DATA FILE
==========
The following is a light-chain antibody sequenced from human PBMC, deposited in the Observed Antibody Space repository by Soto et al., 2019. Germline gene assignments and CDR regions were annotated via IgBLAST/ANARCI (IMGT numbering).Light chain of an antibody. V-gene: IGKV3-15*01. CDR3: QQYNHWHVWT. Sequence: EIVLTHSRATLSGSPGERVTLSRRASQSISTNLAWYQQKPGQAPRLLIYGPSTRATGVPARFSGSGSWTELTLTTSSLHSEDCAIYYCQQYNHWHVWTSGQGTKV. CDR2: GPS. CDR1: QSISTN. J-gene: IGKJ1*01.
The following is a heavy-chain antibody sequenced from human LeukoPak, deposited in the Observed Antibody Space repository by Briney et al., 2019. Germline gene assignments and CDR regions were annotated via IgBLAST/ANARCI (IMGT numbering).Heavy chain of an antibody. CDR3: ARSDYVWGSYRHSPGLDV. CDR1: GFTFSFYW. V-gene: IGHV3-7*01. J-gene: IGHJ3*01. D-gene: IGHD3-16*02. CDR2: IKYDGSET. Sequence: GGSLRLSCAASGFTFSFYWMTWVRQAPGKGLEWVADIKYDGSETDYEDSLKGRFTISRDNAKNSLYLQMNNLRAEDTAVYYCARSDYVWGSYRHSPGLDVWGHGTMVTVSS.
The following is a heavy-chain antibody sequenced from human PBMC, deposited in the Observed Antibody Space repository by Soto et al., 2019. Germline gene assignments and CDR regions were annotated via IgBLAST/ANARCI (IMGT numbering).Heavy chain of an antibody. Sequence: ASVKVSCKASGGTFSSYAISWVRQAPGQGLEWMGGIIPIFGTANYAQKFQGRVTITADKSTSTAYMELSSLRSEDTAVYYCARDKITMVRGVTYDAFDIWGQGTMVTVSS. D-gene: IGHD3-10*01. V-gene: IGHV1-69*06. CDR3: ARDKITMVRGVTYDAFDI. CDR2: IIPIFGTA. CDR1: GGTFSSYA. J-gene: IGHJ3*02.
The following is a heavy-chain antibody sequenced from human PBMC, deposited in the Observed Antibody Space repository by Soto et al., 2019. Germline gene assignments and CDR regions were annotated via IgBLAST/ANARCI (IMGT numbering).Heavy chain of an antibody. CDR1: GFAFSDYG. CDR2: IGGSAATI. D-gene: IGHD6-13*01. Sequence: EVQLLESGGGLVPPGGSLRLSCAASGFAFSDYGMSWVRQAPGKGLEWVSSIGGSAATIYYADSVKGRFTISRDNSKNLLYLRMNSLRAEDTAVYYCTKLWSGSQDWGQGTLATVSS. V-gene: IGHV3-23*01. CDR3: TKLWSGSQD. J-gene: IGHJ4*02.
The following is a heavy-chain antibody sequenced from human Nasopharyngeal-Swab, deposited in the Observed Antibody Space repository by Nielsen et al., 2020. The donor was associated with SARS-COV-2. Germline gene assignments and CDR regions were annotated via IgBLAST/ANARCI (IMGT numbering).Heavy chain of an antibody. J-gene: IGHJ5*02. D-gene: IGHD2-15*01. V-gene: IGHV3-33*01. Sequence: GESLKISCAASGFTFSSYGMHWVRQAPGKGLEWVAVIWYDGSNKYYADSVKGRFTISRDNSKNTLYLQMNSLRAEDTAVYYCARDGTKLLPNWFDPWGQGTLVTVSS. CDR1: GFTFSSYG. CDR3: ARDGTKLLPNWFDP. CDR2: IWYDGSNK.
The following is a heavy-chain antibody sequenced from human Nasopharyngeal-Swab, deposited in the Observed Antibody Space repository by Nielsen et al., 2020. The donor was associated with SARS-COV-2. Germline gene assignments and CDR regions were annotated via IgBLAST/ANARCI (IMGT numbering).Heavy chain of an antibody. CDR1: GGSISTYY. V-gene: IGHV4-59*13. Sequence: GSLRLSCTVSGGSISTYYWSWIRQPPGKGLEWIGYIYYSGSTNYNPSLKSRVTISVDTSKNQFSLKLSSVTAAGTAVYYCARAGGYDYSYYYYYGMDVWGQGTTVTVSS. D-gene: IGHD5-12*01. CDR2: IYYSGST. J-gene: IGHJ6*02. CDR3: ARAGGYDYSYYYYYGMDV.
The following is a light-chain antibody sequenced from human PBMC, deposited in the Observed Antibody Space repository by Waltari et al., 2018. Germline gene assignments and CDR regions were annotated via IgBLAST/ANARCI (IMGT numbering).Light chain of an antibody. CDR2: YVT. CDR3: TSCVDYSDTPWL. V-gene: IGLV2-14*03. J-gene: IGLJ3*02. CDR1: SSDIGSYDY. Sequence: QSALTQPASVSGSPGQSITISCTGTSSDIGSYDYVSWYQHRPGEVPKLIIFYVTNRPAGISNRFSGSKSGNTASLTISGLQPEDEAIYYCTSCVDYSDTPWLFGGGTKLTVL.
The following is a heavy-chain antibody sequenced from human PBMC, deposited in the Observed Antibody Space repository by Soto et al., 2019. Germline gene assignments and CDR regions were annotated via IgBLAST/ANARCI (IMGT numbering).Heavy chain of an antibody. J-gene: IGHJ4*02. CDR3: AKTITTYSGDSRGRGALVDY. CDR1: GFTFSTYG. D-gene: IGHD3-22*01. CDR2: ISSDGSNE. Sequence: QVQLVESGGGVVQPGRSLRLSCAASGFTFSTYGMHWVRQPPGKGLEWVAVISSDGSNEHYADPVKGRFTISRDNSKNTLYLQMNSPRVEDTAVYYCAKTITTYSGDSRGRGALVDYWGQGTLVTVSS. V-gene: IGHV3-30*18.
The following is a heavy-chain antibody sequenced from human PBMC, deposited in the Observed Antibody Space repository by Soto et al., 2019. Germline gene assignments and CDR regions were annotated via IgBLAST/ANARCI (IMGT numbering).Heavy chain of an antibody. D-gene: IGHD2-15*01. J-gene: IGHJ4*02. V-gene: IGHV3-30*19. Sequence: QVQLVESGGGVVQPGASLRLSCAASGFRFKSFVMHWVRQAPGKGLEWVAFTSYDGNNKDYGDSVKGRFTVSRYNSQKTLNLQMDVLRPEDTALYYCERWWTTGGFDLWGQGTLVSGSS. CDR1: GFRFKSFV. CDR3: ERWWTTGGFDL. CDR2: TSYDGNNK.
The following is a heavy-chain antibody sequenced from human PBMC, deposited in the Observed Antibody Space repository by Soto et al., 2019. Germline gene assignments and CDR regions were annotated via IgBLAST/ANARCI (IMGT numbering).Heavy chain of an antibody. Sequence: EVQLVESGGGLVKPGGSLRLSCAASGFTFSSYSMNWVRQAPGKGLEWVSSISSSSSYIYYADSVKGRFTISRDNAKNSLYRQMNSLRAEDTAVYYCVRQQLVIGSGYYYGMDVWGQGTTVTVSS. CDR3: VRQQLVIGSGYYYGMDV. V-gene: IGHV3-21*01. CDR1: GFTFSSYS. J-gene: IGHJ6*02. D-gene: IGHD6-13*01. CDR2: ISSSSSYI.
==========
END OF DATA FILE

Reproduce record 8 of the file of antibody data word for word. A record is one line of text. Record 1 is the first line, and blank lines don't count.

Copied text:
The following is a heavy-chain antibody sequenced from human PBMC, deposited in the Observed Antibody Space repository by Soto et al., 2019. Germline gene assignments and CDR regions were annotated via IgBLAST/ANARCI (IMGT numbering).Heavy chain of an antibody. J-gene: IGHJ4*02. CDR3: AKTITTYSGDSRGRGALVDY. CDR1: GFTFSTYG. D-gene: IGHD3-22*01. CDR2: ISSDGSNE. Sequence: QVQLVESGGGVVQPGRSLRLSCAASGFTFSTYGMHWVRQPPGKGLEWVAVISSDGSNEHYADPVKGRFTISRDNSKNTLYLQMNSPRVEDTAVYYCAKTITTYSGDSRGRGALVDYWGQGTLVTVSS. V-gene: IGHV3-30*18.